The only obstacle before them is an away trip to Fort Lauderdale this coming weekend. A win against the Strikers could wrap up the spring with one week remaining. It was certainly poor planning by the NASL to give the league’s flagship team a bye week to finish off the spring. Just how easy of a match the Cosmos will have is difficult to tell. At times this season, the Strikers have been absolutely woeful; their 3-0 loss in Minnesota was the nadir. But in May, the Strikers had three wins and a draw, giving neutrals a glimmer of hope that they might put up a fight.
(8 games played; 3-0-5, 14 pts.)
This is not Tim Hankinson’s first rodeo. Previously, the white-haired manager led the expansion-side San Antonio Scorpions to win the regular-season title in 2012, before a colossal meltdown in the semifinals against Minnesota.
Indy Eleven’s owner, Ersal Ozdemir, brought Hankinson to Indy hoping that they could build this year’s Ottawa Fury. In 2015, the Fury came from nowhere to take the fall season and earn a spot in the finals against the Cosmos. They did it with muscle.
Hankinson’s Eleven have a plan and, though the hoof-it-and-run tactic may not be pretty, it has been remarkably effective. Indy goes into its final two matches of the season undefeated. With two games remaining, they need the Cosmos to slip up if they are going to capture the spring season. Luckily for them, their schedule is favorable. They travel this weekend to Miami FC, which has been absolutely terrible to this point (though the club did win its first match last week). If the Cosmos draw or lose this weekend, then Indy will go into the final game of the season needing a win at home to the Carolina RailHawks.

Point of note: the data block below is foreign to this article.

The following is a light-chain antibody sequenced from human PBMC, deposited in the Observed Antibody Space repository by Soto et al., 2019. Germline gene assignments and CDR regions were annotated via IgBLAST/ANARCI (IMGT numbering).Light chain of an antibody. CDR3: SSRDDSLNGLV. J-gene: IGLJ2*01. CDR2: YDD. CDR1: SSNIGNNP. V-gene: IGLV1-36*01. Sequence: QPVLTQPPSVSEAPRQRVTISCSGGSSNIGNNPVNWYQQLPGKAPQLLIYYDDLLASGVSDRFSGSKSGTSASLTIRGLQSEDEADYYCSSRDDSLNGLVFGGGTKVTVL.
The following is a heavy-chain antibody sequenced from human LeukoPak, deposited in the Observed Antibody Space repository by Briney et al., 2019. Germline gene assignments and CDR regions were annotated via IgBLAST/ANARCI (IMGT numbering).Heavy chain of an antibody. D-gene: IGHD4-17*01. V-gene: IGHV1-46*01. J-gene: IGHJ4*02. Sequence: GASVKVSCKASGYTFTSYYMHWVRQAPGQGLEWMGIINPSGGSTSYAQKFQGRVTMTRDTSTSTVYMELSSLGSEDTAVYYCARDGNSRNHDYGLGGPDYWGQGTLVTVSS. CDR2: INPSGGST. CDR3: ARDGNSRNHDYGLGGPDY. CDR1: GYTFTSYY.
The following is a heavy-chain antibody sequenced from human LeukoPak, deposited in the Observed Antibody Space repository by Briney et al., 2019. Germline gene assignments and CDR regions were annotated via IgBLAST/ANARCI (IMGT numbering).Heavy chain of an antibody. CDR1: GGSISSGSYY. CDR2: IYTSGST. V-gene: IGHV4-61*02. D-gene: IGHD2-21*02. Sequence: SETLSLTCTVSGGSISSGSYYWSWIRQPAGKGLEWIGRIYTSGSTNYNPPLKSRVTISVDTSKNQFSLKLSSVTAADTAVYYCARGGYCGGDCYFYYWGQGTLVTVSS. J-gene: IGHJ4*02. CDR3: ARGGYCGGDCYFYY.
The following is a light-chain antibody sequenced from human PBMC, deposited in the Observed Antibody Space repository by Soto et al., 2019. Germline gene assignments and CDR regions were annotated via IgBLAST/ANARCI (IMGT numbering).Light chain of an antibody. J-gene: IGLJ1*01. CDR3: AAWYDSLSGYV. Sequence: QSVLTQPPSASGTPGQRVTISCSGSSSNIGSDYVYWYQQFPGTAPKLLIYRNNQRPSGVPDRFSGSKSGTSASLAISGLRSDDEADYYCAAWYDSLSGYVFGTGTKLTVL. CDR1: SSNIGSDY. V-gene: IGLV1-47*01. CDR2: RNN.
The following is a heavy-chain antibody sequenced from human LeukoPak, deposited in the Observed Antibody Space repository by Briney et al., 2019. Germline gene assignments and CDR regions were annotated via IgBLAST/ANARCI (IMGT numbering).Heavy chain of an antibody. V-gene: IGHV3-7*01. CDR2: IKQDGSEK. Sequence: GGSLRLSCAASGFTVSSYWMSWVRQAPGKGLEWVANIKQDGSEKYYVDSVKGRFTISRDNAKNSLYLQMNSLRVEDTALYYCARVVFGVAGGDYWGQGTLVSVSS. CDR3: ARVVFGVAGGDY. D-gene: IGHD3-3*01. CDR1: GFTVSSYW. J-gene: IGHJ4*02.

(8 games played(4-3-1, 13 pts.)
The RailHawks have always been a streaky team and 2016 has proven no different. They started the spring with a big win against Minnesota United and then went on to win the next three matches. Since then, however, Carolina has only picked up one point and that was against hapless Miami FC. Playing Jacksonville Armada this weekend could be the sort of match that revives their spring hopes. However, the RailHawks will need the Cosmos, Minnesota, and Indy to all trip up before they play Indy Eleven in what would be a must-watch match to cap the spring season.
Minnesota United FC
(8 games played; 4-3-1, 13 pts.)
The Loons are an impossible team to understand. Since Carl Craig took over the head-coach role from the abdicator, Manny Lagos, Minnesota has been far more ruthless than in the past. They handily dispatched the likes of Fort Lauderdale and Jacksonville and won their first match ever against the New York Cosmos with a thrilling 90th-minute goal from Christian Ramirez.
And yet, in the last month they drew against a poor Ottawa Fury team and lost to Indy Eleven and the Tampa Bay Rowdies. When they are clicking, the Loons are a whirring machine of steampunk dreams. They boast last year’s top two goal-scorers and the league’s two best fullbacks in Justin Davis and Kevin Venegas. But at times this season, that machine has chucked its gears and the Loons seem unable to string together a series of passes.
To win the spring, Minnesota will need the Cosmos and Indy to trip up, but they will also need to get their attack moving again. The Loons face a difficult journey to Rayo OKC this weekend (after a midweek U.S. Open Cup match in St. Louis), who play on a very small turf field that other players have described in less-than-glowing reports. If they can win in Oklahoma City, then they will have an easier time at home to Miami FC, which, as mentioned, is not good at soccer. It is a difficult path to the spring title, but not an impossible one. And if the rest of the spring is any indicator, we should be prepared for some sort last-minute surprise.